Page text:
Happy 30th Anniversary to Gloria Estefan’s debut solo album Cuts Both Ways, originally released July 11, 1989.
Miami Sound Machine burst onto the music scene in the late ‘70s with their upbeat brand of latin influenced music which took the world by storm. Throughout their ten or so years in their original lineup of Gloria Estefan, her cousin Mercy Navarro (joint lead vocals), Emilio Estefan Jr. (Percussion), Enrique Garcia (Drums) and Juan Marco Avila (Bass), the band had a slew of hits with songs like “Dr. Beat,” “Conga” and “Rhythm Is Gonna Get You” to name a few, but it wasn’t until their tenth album Let It Loose (1987) that the world was formally introduced to the band’s modified moniker: Gloria Estefan and Miami Sound Machine.
Although Estefan had been one of the band’s founding members since its creation in 1977 and had also been their main lead vocalist (Navarro was joint lead vocalist up until and including the band’s third album Otra Vez), Let It Loose showcased the singer with top billing for the first time. The album was a triumph with hits like “1-2-3,” “Rhythm Is Gonna Get You” and the global #1 ballad “Anything For You.” This meteoric rise gave way for Estefan to cement herself as a true superstar and look to the future as a potential solo artist, something she would embark upon just two years later.
No stranger to a ballad or even a club hit, Estefan’s inaugural solo LP Cuts Both Ways continued in the same vein as some of its predecessors’ formulas, whilst ensuring that she firmly stepped into her own spotlight. If ever a solo debut was to make its mark, this one well and truly did and this was never more evident than on the album’s lead single “Don’t Wanna Lose You,” which not only went to #1, but garnered Estefan a GRAMMY nomination too. The second single from the album, the upbeat “Get On Your Feet,” failed to achieve the same level of chart success as its precursor, and yet to this day it remains one of Estefan’s most recognizable and beloved songs worldwide, proof that her popularity has not been governed solely by chart success.
Cuts Both Ways both reaffirmed Estefan’s ability as a solo singer and also established her as a brilliant songwriter with incredible capabilities, penning seven of the album’s ten tracks. Even though the album seems to really only have two speeds; ballad and/or jam, it somehow still allows the listener to navigate through the music without feeling lost, even including a few Latin inspired tracks staying true to Estefan’s Cuban roots. In fact, “Si Voy A Perderte,” the Spanish version of “Don’t Wanna Lose You,” is one of many standout tracks on the album.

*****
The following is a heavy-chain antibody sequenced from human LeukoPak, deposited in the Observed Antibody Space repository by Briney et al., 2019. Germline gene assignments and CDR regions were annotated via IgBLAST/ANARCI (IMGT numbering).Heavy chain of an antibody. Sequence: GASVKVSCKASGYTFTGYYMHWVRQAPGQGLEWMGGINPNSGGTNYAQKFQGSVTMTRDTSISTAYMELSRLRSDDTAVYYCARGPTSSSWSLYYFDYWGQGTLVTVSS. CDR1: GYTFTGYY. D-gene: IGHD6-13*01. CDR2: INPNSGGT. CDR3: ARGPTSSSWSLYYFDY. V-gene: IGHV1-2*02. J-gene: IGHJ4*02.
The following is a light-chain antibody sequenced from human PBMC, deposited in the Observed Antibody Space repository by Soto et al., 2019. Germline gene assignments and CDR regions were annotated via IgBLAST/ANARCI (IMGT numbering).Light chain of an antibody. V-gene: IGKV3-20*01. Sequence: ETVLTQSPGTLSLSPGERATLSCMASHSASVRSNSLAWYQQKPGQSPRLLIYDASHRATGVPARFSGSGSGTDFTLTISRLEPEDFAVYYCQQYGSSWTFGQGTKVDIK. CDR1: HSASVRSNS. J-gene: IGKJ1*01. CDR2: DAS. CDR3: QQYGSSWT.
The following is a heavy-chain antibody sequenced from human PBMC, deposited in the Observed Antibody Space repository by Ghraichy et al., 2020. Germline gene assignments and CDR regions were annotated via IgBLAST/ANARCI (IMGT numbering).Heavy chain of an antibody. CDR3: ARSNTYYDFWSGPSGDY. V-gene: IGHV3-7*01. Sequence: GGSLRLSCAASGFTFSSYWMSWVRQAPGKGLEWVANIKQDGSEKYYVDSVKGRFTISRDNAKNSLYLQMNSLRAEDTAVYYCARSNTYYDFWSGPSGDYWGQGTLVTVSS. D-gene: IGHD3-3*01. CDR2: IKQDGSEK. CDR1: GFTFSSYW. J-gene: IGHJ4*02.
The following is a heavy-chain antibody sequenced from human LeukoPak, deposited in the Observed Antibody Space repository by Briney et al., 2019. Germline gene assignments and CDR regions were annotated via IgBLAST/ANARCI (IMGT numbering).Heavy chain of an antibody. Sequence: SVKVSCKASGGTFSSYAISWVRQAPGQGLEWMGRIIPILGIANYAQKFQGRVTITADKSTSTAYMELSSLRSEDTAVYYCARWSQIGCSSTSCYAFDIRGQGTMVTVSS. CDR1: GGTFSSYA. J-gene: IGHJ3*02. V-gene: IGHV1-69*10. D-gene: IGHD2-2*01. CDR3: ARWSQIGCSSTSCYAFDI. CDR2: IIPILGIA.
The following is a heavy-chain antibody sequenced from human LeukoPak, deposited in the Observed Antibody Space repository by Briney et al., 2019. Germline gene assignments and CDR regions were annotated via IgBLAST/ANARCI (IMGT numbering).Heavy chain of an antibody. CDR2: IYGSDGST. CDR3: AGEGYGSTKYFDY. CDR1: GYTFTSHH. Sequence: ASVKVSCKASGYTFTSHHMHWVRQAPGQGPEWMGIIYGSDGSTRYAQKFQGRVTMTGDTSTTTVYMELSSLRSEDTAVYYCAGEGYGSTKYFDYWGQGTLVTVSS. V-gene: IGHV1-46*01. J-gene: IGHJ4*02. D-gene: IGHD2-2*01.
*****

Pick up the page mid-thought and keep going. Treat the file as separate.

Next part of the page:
Other highlights are the deliciously upbeat, dance floor savvy “Say” (co-written by fellow Cuban/American singer Jon Secada), the epitome of what ‘80s ballads executed with pure perfection were all about in the form of “Here We Are,” and the heartbreakingly beautiful song of love lost, “Cuts Both Ways.” And whilst “Oye Mi Canto” (“Hear My Voice”) attempted to replicate the success of songs like “Conga” and “Rhythm Is Gonna Get You,” it didn’t quite hit the mark in the U.S. but charted well in Europe, growing Estefan’s fanbase substantially there and again proving her popularity independent of the charts.
Is Cuts Both Ways a feat in musical mastery? Most definitely not and that in itself is not a bad thing at all. Estefan decided to stick with a well-trodden path of what worked for her and Miami Sound Machine previously, with some slight tweaks and the introduction of legendary backing vocalists like Jon Secada and Betty Wright, ensuring the album was firmly set in her “voice.”
Some may say the album was calculated, but essentially it was this caution and a knowledge of what “works” that not only created an incredibly delicious album full of brilliance on so many levels, but it also ensured that as the ‘80s came to an end, Gloria Estefan’s reign and assertion as one of the world’s greatest pop stars was only just beginning. Not to mention that Cuts Both Ways, to this day, is one of her most successful albums as a solo artist, having sold more than 4 million copies worldwide.
Thirty years later and Cuts Both Ways still rings true to those wanting an album heavy on beautiful love ballads and a positive vibe that was firmly created in the ‘80s, and yet remains one of popular music’s timeless classics.